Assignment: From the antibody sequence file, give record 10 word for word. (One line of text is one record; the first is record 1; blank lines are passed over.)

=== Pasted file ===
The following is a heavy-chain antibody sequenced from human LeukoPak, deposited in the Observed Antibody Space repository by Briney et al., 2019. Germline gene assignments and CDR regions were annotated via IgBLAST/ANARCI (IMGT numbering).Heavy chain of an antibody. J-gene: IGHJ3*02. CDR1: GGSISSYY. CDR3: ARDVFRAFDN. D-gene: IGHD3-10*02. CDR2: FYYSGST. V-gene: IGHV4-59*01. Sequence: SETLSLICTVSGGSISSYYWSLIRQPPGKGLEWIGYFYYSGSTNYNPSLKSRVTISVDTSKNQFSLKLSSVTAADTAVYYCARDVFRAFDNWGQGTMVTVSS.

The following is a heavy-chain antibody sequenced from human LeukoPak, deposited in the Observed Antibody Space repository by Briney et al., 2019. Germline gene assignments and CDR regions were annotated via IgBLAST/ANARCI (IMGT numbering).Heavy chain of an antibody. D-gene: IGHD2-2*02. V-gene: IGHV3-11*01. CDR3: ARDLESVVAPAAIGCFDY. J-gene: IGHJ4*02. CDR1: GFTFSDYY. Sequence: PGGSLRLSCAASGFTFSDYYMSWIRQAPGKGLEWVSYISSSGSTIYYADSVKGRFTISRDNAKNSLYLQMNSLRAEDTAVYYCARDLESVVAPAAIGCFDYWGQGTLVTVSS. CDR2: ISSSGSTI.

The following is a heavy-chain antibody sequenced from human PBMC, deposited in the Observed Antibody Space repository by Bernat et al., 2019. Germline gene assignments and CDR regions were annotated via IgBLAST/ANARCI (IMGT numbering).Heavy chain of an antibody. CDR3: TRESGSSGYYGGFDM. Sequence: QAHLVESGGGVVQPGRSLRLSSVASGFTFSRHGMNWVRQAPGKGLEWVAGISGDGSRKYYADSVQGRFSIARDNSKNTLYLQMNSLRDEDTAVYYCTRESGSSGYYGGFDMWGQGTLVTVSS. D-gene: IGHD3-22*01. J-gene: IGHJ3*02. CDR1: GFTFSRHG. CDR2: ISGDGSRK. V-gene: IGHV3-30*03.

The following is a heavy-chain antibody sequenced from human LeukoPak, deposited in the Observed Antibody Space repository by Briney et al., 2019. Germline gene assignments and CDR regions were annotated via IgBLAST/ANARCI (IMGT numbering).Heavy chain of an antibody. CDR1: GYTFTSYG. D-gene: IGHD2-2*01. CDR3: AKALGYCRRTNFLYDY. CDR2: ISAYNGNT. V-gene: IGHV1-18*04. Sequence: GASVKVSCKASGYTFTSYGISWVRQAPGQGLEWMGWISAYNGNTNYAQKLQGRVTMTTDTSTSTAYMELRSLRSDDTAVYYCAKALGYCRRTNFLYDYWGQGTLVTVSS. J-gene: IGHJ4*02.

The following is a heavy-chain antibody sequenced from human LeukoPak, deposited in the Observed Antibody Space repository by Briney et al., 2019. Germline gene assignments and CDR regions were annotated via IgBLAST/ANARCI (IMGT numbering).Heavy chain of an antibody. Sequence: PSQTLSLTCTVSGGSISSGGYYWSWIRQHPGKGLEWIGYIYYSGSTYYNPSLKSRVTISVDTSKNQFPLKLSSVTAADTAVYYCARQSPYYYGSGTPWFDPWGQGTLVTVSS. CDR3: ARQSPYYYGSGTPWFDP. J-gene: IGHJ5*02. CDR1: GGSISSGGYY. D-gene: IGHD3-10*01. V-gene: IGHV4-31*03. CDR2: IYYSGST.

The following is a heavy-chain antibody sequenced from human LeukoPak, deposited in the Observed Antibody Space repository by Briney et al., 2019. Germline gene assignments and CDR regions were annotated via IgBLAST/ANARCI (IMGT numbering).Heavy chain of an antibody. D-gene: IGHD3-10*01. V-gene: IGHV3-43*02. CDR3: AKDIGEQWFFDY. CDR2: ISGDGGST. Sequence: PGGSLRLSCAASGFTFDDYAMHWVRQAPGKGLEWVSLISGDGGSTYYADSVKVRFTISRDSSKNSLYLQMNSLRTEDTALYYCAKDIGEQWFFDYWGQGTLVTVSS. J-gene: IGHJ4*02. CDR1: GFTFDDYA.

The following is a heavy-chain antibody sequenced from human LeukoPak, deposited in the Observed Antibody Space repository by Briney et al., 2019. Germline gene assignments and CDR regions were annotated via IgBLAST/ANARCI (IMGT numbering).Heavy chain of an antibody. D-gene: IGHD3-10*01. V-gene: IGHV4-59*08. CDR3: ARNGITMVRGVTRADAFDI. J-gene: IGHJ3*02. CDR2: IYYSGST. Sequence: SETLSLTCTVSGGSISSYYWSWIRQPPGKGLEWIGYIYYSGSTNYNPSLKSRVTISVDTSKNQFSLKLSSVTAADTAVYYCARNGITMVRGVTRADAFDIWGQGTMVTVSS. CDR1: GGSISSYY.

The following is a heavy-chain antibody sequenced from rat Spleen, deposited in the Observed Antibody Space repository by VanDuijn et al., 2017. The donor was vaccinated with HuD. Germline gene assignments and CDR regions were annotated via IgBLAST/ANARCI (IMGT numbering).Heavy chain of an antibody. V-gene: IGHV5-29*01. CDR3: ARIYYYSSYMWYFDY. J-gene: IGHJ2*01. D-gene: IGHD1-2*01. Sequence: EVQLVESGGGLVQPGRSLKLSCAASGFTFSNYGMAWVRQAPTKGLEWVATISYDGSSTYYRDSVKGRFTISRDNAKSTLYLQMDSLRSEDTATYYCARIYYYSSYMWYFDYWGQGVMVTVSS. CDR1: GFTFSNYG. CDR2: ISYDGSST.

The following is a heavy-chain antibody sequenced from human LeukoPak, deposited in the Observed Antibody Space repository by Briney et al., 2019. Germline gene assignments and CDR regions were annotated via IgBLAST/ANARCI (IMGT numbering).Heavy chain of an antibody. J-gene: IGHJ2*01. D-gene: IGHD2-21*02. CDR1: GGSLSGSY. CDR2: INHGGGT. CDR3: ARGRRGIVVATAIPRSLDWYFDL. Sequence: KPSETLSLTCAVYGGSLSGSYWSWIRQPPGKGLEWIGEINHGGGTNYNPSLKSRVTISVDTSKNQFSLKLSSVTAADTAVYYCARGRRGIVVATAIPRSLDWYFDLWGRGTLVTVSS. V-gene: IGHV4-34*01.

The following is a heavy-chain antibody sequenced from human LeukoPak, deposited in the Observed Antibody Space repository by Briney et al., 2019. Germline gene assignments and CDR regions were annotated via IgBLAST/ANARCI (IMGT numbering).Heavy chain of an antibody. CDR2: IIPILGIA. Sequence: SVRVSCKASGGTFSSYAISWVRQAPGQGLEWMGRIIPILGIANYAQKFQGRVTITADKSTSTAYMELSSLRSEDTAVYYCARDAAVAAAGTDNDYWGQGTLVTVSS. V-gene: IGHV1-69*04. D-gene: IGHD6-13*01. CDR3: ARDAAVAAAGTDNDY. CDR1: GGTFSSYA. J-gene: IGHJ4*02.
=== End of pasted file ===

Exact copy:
The following is a heavy-chain antibody sequenced from human LeukoPak, deposited in the Observed Antibody Space repository by Briney et al., 2019. Germline gene assignments and CDR regions were annotated via IgBLAST/ANARCI (IMGT numbering).Heavy chain of an antibody. CDR2: IIPILGIA. Sequence: SVRVSCKASGGTFSSYAISWVRQAPGQGLEWMGRIIPILGIANYAQKFQGRVTITADKSTSTAYMELSSLRSEDTAVYYCARDAAVAAAGTDNDYWGQGTLVTVSS. V-gene: IGHV1-69*04. D-gene: IGHD6-13*01. CDR3: ARDAAVAAAGTDNDY. CDR1: GGTFSSYA. J-gene: IGHJ4*02.